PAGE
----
Problems piling up for P&O Ferries:
The moral of the story; don’t draw attention to yourself by doing things that gets you in the public view.
Worth reading. From the brother of an an ITF inspector
So following the refusal by the port of Dover to allow ITF inspectors onboard the P&O vessels on Tuesday we requested that we be allowed to board the vessel and speak with the crew who had made complaints. Initially the Port and P&O denied us (myself and ITF inspector Liam Wilson) access even though we had notified them in accordance with local procedures and fulfilled security and safety obligations.
Under ISPS (international ship and port security) code I reminded them that labour organisations are to be given access to vessels.
After some time they conceded that we have a right to access in any port.
Upon getting to the vessel it was clear as day that individuals coming down the gangway were not familiar nor comfortable with using a gangway.
We established that whilst the original crew had joined for 4 weeks or 8 weeks there was more and more crew joining with 17 week contracts.
We even got access to the vessel and established the following whilst dealing with Seafarer complaints that had been received.
The nationalities onboard the Spirit of Britain are:
I spoke with 3 x Honduran crew in the terminal and explained the situation with P&O Ferries, our safety concerns and the scheduling of ferry services would mean that once they join the vessel, if the vessel is to run to schedule, given the intensity of the run (hence our safety concerns) they only have 50 mins in port and they will not set foot on dry land for shore leave for 17 weeks as there is no time to do so…the colour drained from their faces and I think they realised they were joiniing a ferry and not a P&O cruise ship!
The contract that the Hondurans have been issueed is basic payment of $961 per month for 40 hours work per week. This equates to £748 per month for living away from family, onboard a vessel, away from loved ones on the most intensive Ferry route in Uk. Less than £200 per week for basic hours!
They have overtime hours and a bonus, but the reason they keep the basic rate of pay low is that if they are sick / injured or die then the quantum used for formulas is “basic pay”.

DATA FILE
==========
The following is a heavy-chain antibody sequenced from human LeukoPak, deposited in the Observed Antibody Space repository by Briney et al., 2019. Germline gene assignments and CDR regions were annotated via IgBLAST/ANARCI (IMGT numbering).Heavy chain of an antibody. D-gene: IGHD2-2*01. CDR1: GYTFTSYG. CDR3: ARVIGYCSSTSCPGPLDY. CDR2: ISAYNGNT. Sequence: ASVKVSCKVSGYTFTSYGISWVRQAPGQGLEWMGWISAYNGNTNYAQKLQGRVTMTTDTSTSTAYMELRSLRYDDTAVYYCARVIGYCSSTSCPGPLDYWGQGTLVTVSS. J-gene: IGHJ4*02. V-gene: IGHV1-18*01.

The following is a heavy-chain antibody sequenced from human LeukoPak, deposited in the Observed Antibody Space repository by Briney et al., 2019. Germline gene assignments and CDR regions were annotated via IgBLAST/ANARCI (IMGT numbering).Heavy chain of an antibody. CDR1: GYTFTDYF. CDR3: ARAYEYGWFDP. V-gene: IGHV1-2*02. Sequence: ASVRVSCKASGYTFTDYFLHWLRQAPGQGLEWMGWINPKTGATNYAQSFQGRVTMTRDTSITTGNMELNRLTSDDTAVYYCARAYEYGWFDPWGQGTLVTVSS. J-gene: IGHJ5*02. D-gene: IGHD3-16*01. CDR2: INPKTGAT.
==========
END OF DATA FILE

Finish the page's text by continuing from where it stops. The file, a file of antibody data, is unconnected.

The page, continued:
The fact that the spirit of Britain has been released from detention does not mean it is safe!
Let me explain why:
when an MCA inspection is carried out it is a snapshot at that particular moment in time. With new crew joining it has taken them over a month to be able to pass, with no passengers onboard and the vessels not sailing they have done nothing but drill
With the majority of the original crew joining for 8 weeks, within the next 4 weeks there will be a major crew change, irrespective of the fact that the vessel has passed an MCA inspection it will become a highly dangerous vessel in a very short space of time with new crew joining.
The crewing model that P&O is attempting to implement is based on bringing in EU seafarers initially on 8 week contracts and steadily phasing them out over the next couple of months with cheaper labour on longer contracts from India, Honduras etc
Those cew who have returned and assisted the company subconsciously know what they have done is wrong and will also have to deal with the consequences of accepting this, helping the company to bring in a model that jeopardises the safety of crew, passengers and other vessels and will be held responsible when fatalities occur, and they will occur!!
These vessels are not safe and pose a risk to all that sail on them and I hope that the detail in this post will clarify some of the concerns, bring a sense of reality from just one vessel and convince you to encourage others not endanger the life of your family, your friends, your employees by sailing with P&O just because it has been declared safe to sail yesterday.
RMT will be announcing dates for further protests at P&O, we will contiunue to fight for improved safety standards and we are campaigning for a fair ferries framework on all ferries and scheduled services from the UK centred around decent employment which is permanent employment, dignity and respect for seafarers, safe roster patterns but feel it’s important for the public, hauliers, coach companies and members of every trade union not to be fooled by any media reports or propaganda from P&O declaring the vessels as safe following extensive scrutiny by MCA.
Unions to DP World: call time on costly P&O mess, sack Hebblethwaite
Shock, horror, a ship broke down.
And didn’t sink.
Something has come out of the mess at P&O Ferries:
P&O Ferries management have said in the past that they actually wanted the government to bring in the UK minimum wage for ferries.
The reason being that P&O always paid their crew above minimum wage, but many of their competitors don’t.
It meant P&O were kind of in a catch-22 situation, they couldn’t afford to keep paying their staff high wages because if they put their prices up to pay for the wages then their customers would just switch to their competitors who were paying crew below UK minimum wage and could afford to charge their customers less.
Maybe this was a tactic from P&O to try and force the government into bringing in the minimum wage for all companies in order to level the playing field. If it was intentional or not they got what they were looking for now all companies have to pay UK minimum wage.